Development cuts tax burden
"Why would anyone come to Pasco? There is nothing here to do."
How many times have you heard this in Zephyrhills or New Port Richey? It seems that when it comes to growth, people can't make up their minds. We have some that complain that Pasco doesn't need any developments, whatever it is, in the county. Others wish to leave Pasco because there isn't anything to do. But the biggest problems I see are the ones that fuss about higher taxes but at the same time are strongly against a sports complex or a resort.
Pasco needs money to function correctly. It needs money for our fire stations and police stations. It needs money for our road. And it needs money for our schools. They can't just wish that these things finance themselves. I wish I could keep all the money I earn, but I know that a sales tax or a gas tax will be used properly for my own benefit. But what will prevent us from paying a ridiculous amount of our paychecks to taxes is development. Things that will bring in money to Pasco.
The tennis complex or sports complex was a start. It would bring visitors into Pasco. It would bring other developments all around them. And with the developments will come restaurants and retail shops that will bring in money through the sales tax. It's a trickle effect that will prevent us from having larger taxes as our burden.
The same goes with housing developments, but at the same time we should be more careful on how many homes we allow to be built in this county. An article in the past week in the St. Petersburg Times talked about a developer planning to build almost 4,000 homes in his development. Even with a mind-set that supports development, I know that 4,000 homes is too much when you factor in all the homes that are still empty and all the homes already proposed to be built in the county.
Development is a necessity when it comes to city and county growth. That's why I encourage the sports complex at Starkey Ranch and more growth in my area. And when it comes to bringing tourists to the county, I ask both residents and county politicians to become involved on what should come to Pasco — and also have involvement in bringing developments in the county.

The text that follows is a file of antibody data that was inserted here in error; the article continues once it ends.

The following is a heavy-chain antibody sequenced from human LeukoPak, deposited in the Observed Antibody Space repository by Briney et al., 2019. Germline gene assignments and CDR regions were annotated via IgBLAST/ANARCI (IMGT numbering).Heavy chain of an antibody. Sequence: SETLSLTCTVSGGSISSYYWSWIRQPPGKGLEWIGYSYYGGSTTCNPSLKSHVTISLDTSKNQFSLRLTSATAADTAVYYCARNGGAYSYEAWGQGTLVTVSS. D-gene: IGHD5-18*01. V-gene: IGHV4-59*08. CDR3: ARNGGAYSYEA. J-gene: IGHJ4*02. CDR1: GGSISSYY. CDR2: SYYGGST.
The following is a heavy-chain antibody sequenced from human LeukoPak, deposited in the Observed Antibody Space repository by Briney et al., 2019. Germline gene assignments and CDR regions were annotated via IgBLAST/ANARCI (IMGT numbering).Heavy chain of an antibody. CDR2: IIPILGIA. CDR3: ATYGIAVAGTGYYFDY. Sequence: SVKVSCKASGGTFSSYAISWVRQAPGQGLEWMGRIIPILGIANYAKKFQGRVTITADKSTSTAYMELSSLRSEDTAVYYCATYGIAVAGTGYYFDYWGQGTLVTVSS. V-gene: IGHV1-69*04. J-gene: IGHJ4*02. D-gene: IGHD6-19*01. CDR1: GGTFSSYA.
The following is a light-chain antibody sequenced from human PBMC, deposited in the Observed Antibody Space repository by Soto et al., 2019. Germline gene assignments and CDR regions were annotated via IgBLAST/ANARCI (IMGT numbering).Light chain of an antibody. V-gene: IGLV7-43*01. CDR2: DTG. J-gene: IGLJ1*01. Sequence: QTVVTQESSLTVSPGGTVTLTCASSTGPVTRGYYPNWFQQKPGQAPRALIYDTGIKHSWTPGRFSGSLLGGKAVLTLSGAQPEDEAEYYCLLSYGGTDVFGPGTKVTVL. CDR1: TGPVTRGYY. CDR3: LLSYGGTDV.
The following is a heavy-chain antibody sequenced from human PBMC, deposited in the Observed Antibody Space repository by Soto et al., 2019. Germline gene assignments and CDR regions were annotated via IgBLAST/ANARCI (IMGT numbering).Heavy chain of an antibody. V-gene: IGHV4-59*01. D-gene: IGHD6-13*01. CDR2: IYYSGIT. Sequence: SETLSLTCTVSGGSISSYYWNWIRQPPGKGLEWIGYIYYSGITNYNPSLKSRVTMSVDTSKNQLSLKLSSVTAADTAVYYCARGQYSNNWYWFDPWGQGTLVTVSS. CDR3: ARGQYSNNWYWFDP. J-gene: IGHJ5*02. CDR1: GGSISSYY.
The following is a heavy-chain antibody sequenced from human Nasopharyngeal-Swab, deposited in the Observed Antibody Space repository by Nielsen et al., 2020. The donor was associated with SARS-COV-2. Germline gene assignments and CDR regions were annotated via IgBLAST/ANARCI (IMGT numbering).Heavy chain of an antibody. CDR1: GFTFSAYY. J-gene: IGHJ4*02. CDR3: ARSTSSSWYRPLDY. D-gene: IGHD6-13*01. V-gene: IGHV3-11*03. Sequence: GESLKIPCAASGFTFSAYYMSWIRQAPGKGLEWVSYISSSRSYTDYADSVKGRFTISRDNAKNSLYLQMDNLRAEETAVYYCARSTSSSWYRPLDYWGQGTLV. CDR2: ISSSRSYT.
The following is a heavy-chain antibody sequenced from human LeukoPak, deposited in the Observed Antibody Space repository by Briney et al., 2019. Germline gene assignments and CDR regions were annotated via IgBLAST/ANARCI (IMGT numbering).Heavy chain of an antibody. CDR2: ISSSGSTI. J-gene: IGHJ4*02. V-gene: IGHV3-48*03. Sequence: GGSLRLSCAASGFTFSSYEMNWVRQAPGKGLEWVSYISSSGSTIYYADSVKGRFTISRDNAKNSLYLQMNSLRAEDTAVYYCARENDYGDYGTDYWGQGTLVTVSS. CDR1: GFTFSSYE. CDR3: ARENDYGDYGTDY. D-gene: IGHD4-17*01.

E-mail or call anyone telling them why they should come to Pasco. Just because there isn't much to do here at the moment doesn't mean we should be against encouraging people to come here.
And when it comes to all the people asking, "Why encourage development when we are running out of water?" I ask you this: Will you support a desalination plant in Pasco?
Michael Kramer, New Port Richey
$99 water bill is outrageous
I reside in Palm Terrace subdivision and I would like to complain about the high rates that Aqua Utilities is charging. I opened my water bill and about hit the roof.
My bill has been between $50 and $60 a month for the last 11 months (which is ridiculous); however, this bill is $99. Where does this company think people are going to come up with the money to pay such high water bills? How are the elderly residents paying for this?
I think it is disgusting that my water bill ran $20 more than my electric bill, which includes air-conditioning, a refrigerator/freezer, a freezer, water cooler, computer, ceiling fans, TV, lights, washer, dryer and other small appliances. How can they justify that a water bill be more than all of the electrical appliances that I run? By the way, I do not irrigate my lawn.
I am a single mom and I cannot afford to pay this ridiculously high bill. I can't even afford to buy groceries because I am on such a tight budget, and I sure as heck won't pay $100 for this water. Maybe if enough people voice their opinion something will be done.
Carol Brock, Port Richey
Give time before putting pets down | May 21, letter
Facility director knows her stuff
The letter writer has no right to judge Joanne Schoch. Her letter was written from her heart and years of experience working in animal rescue.
We at the Nature Coast Humane Society are a no-kill shelter. We receive no funding; we are strictly run on donations from the wonderful community that we serve. You are more than welcome to come and volunteer and see for yourself!